A subject which is now exciting considerable discussion in the Northern Border States, and which must continue to do so until it is definitely settled, is the question of negro immigration. The liberated slaves are finding their way into these States by thousands, and it is rapidly becoming the great political and social problem of the day what to do with them. Illinois has already decided that she will admit no more of them within her borders, and Ohio and Indiana are about to follow her example. Should all the Western Border States adopt the same policy, leaving only the one avenue open to the free States, it will be high time for Pennsylvania to consider what course philanthropy and self interest dictate that she should pursue. Will it be for the interest either of her citizens or of these poor unfortunates themselves, that they should be induced to settle in our midst? Does true philanthropy dictate that the slaves should be encouraged to leave their present condition, in the vain hope of finding a better; or do natural instinct, the invaluable lessons of history and the bitter teachings of experience tell us there is an impassible barrier, a great physical difference, between the races; so great that they can never exist on terms of equality, either in their political or social privileges; that the one is incapable of appreciating the blessings or of applying the benefits of liberty, while the other, by its superior intelligence, energy and character, and the prejudice always entertained against subordinates and inferiors, is driven inevitably to injustice and oppression. Said Mr. Lincoln to a committee of negroes who waited upon him, in last August: "You and we are difference races. We have between us a broader difference than exists between any other two races. Whether it is right or wrong I need not discuss, but this physical difference as [sic] a great disadvantage to us both, as I think. Even when you cease to be slaves you are far from being placed on an equality with the whites. On this broad continent not a single man of your race is made the equal of a single man of ours. Go where you are treated the best, and the ban is still upon you. I do not propose to discuss this, but to present it as a fact with which we have to deal." What, then, is the boasted liberty to which the false philanthropy of the North invites the slave? What but roofless, crowded, unhealthy hovels, fireless chimney-places, and a life of indolence, disease and crime? Let him who doubts the picture look at the wretchedness of those that, during the last two years, have come to us to find that liberty of which they have heard so much from the pulpit and the press of the North. You say they have found liberty--true, but they have also found starvation and rags. So great has been their destitution that, during the past winter, appeal after appeal has been made, individually and in our churches, to the benevolent, for their relief. Verily, freedom has proved but an empty name to many of them. Liberty is an enchanting word, but it won't find work for us, or buy us bread, or pay our rent, or get us clothes, or build us fires wherewithal to warm our shivering limbs. No, let us cast from our minds the fallacy that philanthropy and charity urge us to encourage the negroes of the South to come amongst us--to come forsooth, that they may be elevated! They but come to their everlasting degradation. Let us discourage, and if necessary forbid, their coming. The decree may sound harsh and inhuman, but it is for their good and our own; and, if natural and physical developments go for any thing in this world, it is in accordance with the inscrutable decree of the Almighty, who, for some wise purpose of his own, has set this great, natural, physical, constitutional difference between the races. The difference does exist; it must be dealt with as an existing fact; and he who complains of it, simply brings the charge of injustice or want of wisdom against the creator.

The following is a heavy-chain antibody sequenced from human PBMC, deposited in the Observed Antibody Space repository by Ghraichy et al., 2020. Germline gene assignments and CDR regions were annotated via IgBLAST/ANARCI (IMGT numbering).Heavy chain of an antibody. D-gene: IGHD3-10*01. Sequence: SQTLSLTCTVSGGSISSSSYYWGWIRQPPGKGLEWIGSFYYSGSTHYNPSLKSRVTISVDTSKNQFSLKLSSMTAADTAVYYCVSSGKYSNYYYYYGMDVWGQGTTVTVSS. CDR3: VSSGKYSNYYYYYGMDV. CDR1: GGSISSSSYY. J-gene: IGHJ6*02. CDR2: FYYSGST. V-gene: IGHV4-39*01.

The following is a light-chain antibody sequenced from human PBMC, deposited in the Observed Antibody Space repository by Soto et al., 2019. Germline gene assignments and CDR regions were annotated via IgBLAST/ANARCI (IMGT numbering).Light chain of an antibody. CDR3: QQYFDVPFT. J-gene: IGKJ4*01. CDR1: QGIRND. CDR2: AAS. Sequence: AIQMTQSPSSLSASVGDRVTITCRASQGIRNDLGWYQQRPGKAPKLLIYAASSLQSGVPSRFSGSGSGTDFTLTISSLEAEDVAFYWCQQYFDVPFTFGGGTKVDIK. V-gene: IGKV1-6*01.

(Column 2)Summary: The editors reprint a portion of a letter from the Transcript's army correspondent, in which the writer assails local "copperheads." The editors reveal that the writer's name is William Tell Barnitz, a resident of Waynesboro who became known as a "blatant and slanderous abolitionist," and they hint that he has a criminal background in his native state of Texas. They also accuse Barnitz of being one of the first to flee town when the Confederate cavalry invaded, and the last to return, and they also impugn his bravery in his subsequent military service.